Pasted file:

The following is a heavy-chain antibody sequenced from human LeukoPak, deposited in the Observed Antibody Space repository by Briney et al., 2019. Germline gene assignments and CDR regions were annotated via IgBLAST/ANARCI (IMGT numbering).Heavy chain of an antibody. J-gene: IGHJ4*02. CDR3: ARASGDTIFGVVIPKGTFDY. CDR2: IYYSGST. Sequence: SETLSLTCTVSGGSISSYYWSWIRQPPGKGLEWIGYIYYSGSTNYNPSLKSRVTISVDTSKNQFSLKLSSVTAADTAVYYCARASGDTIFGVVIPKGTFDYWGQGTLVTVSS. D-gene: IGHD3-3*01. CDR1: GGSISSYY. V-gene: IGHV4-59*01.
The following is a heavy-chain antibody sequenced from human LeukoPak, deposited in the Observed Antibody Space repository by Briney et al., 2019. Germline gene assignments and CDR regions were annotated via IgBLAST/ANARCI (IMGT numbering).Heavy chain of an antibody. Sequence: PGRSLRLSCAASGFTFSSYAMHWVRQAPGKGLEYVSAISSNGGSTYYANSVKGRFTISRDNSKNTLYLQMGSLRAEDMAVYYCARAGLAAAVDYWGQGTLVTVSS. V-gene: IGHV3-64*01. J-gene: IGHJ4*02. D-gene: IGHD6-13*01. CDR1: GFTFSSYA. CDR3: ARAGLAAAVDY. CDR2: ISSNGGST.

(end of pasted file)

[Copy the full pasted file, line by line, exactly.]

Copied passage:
The following is a heavy-chain antibody sequenced from human LeukoPak, deposited in the Observed Antibody Space repository by Briney et al., 2019. Germline gene assignments and CDR regions were annotated via IgBLAST/ANARCI (IMGT numbering).Heavy chain of an antibody. J-gene: IGHJ4*02. CDR3: ARASGDTIFGVVIPKGTFDY. CDR2: IYYSGST. Sequence: SETLSLTCTVSGGSISSYYWSWIRQPPGKGLEWIGYIYYSGSTNYNPSLKSRVTISVDTSKNQFSLKLSSVTAADTAVYYCARASGDTIFGVVIPKGTFDYWGQGTLVTVSS. D-gene: IGHD3-3*01. CDR1: GGSISSYY. V-gene: IGHV4-59*01.
The following is a heavy-chain antibody sequenced from human LeukoPak, deposited in the Observed Antibody Space repository by Briney et al., 2019. Germline gene assignments and CDR regions were annotated via IgBLAST/ANARCI (IMGT numbering).Heavy chain of an antibody. Sequence: PGRSLRLSCAASGFTFSSYAMHWVRQAPGKGLEYVSAISSNGGSTYYANSVKGRFTISRDNSKNTLYLQMGSLRAEDMAVYYCARAGLAAAVDYWGQGTLVTVSS. V-gene: IGHV3-64*01. J-gene: IGHJ4*02. D-gene: IGHD6-13*01. CDR1: GFTFSSYA. CDR3: ARAGLAAAVDY. CDR2: ISSNGGST.